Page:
Just don’t expect a typical Mario game and you’ll be fine
DFG Exclusive Review Summary
- Colorful and vibrant looking visuals reminiscent of Mario Maker.
- An unexpected layer of complexity.
- True challenge and longevity come from collecting all the colored coins.
- Timing reaction jumps can be really tricky.
- Requires full unlock to complete the first boss level.
› Read Full Super Mario Run Review
Same Old Story
Oh look, Bowser has kidnapped Princess Peace in a Mario game! While Super Mario Run may have “the so cliched it’s adorable” plot of almost every other Mario title known to man, things are a tad different this time around. You see, now Mario is an auto-runner instead of a typical platformer, which brings a whole new set of challenges.
Super Mario Run can be a tricky auto-runner at times, but there’s a method to the madness.
While Super Mario Run isn’t necessarily the best of the bunch when compared to similar titles on the mobile marketplace, it is good at what it does and it has a bit more nuance to it than you might expect. If the first three levels that are available for free don’t win you over the full game won’t either, but if you like what you play then there’s plenty more where that came from.
Super Mario Run Review
It was arguably inevitable, but Mario has finally made his way to mobile platforms via an actual licensed Nintendo game - Super Mario Run. Puzzle games derived from Puzzle & Dragons don’t count. But the game is here regardless. So, how does it hold up after all the hype (sort of) and worry and expectation? Pretty well, honestly.
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Hit the Bricks
Super Mario Run is essentially an auto-runner set in the Mushroom Kingdom and starring the famous red and blue plumber who never actually does any plumbing. Mario takes off on his own as soon as a level starts, and it’s up to you to make sure he doesn’t run face-first into hazards or fall into pits - by way of the expected “tap to jump” method - while also trying to gather up as many coins as you can along the way to the flag at the end.
What’s interesting about Super Mario Run’s setup is that Mario will actually hop over small obstacles (and even enemies) automatically. And if you jump while he’s in mid-hop/vault, he’ll pull off a bigger and fancier jump. It can be tricky to pull off on occasion, mostly because the timing gets a lot tougher when things start to get chaotic, but bigger jumps like this are essential for reaching out of the way paths or nabbing hard to reach coins. Of course, as with similar games in the genre it’s sometimes also important to know when to stay low.
The visuals in Super Mario Run mirror the more recent console Mario releases, as well as a bit of Mario Maker. They’re in 3D but presented on a 2D plane, they look colorful and vibrant, and they’re pretty enjoyable all-around. Granted, many of the details are difficult to make out when playing on a smaller screen, but the zooming in at the beginning and end of a level (plus the larger bosses) helps.
To be honest I wasn’t expecting anything from Super Mario Run other than a Mario-themed auto-runner, but there are a surprising amount of extra bits to it. For example, the more enemies you defeat the more coins you’ll earn from defeating them in the future. You can also build up your own Mushroom Kingdom by spending the coins you earn to construct buildings (both for aesthetics and for function). Then there’s the Toad Rally mode, where you race against the ghosts of other players and attempt to beat their score on an endless stage in order to wow a bunch of Toads and get them to live in your kingdom.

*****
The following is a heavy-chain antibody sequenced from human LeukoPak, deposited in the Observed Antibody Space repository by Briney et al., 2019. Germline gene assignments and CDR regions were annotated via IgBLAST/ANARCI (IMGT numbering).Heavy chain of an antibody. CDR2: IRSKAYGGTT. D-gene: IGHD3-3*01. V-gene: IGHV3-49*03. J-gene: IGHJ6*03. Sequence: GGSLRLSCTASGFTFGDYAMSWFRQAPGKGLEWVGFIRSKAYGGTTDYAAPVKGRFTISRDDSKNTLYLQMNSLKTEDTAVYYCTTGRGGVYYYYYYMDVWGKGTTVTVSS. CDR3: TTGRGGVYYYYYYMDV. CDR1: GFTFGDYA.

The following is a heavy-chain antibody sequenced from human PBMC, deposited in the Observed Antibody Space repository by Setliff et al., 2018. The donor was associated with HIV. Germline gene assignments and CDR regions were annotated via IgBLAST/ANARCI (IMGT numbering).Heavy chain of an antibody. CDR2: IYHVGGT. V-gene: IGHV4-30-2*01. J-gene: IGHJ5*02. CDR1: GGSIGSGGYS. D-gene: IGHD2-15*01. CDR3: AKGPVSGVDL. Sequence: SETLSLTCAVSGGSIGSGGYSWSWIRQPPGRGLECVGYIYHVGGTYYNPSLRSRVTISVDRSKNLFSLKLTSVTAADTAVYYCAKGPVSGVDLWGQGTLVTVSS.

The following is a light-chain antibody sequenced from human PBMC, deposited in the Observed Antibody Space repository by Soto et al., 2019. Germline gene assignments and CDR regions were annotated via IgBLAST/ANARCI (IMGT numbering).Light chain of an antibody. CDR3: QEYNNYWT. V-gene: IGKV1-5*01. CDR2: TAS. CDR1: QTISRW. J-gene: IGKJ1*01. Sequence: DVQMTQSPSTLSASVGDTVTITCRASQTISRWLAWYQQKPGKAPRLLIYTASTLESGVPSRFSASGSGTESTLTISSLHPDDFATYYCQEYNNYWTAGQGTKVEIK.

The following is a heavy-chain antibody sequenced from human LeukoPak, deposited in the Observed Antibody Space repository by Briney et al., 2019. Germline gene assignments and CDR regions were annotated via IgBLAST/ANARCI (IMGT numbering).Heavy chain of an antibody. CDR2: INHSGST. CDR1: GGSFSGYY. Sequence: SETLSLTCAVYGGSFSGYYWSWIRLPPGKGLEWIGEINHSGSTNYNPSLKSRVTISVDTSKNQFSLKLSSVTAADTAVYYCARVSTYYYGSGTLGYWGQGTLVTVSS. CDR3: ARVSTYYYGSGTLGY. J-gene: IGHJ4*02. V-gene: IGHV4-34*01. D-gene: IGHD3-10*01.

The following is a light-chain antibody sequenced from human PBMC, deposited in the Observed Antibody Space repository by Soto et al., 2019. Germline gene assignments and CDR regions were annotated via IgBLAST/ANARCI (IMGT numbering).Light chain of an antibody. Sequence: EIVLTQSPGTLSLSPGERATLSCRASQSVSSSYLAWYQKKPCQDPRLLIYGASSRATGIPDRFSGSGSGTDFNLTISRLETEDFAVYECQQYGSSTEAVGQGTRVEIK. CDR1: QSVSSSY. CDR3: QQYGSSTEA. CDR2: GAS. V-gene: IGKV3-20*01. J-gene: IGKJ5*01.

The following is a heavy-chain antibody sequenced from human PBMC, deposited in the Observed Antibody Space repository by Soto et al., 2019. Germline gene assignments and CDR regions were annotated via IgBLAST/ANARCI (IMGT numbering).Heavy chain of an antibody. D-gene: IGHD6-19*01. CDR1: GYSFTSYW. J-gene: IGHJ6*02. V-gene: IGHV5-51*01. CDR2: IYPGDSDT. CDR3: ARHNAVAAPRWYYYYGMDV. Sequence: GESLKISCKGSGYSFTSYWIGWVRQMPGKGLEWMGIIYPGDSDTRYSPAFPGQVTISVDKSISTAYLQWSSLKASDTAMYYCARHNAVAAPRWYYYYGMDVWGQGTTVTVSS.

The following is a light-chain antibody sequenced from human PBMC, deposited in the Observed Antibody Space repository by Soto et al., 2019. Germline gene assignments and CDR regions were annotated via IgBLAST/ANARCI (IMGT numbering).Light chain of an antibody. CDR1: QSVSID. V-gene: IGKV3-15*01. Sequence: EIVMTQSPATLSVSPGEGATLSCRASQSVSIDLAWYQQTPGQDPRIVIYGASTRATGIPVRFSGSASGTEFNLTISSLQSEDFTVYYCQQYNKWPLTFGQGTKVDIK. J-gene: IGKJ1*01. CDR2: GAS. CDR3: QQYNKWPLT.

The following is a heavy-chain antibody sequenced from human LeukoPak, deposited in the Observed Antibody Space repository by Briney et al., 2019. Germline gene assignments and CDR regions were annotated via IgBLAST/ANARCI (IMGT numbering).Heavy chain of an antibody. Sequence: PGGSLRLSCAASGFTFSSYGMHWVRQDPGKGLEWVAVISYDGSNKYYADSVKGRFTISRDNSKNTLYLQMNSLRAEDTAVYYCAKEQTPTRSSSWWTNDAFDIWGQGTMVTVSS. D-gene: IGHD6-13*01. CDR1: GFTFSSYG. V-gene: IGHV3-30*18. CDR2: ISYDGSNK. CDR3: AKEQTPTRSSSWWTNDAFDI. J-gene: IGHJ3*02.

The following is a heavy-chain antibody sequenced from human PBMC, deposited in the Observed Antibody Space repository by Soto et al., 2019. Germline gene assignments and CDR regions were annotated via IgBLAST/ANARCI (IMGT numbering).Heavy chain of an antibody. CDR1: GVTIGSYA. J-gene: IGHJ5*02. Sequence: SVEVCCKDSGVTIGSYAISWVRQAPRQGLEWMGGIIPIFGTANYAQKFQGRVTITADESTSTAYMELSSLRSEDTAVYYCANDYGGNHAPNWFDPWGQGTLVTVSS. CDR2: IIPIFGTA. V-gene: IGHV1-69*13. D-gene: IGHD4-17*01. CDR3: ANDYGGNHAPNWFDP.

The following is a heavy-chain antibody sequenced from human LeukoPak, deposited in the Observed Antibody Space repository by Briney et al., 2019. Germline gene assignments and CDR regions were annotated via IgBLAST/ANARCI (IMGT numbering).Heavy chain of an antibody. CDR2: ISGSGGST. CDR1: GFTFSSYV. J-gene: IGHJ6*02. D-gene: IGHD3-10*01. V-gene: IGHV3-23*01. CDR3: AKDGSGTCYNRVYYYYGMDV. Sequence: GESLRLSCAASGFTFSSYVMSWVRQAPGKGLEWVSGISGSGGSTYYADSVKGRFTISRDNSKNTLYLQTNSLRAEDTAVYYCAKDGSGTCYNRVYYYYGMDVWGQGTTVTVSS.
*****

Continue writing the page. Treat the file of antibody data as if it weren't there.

But I think the real allure of Super Mario Run comes from the way in encourages playing through each level multiple times. You see, every level has five special coins for you to collect. The catch is you have to nab them all in a single run. If you do get them all, you’ll unlock a new tier of five special coins along with a new coin layout for the level that makes collecting them all even more challenging. Seriously, this is where it’s at. The tricks you have to pull off in order to collect some of these coins, the precision you need to develop, it’s a welcome (and engaging) challenge. With a total of three different coin tiers per level, completionists should be kept plenty busy for a while.
While I’ve seen many criticisms leveled at Super Mario Run because of its $10 price tag for the full game, the number doesn’t bother me at all. There’s more to the game than just a handful of levels you can complete in a single afternoon, plus it’s just fun to play. However, I do think it’s a bit of a shame that the fourth (i.e. boss) level of the first world is locked behind that paywall. You can download the game for free and play the first three stages as many times as you’d like without paying anything, but you won’t be able to complete the fourth unless you unlock the full game. It’s a shame that they decided to cut players off there, but I do think that anyone who plays those first three levels should be able to figure out whether or not they want to buy the rest.
Here We Gooooooo!
Super Mario Run is a good game. It’s fun, can be far more challenging than it seems, and is actually a lot more complex than it appears to be at first glance. It’s not necessarily the best auto-runner on mobile, but it’s a very strong start for Nintendo.
- Review by Rob Rich
Average Rating: ( Ratings)
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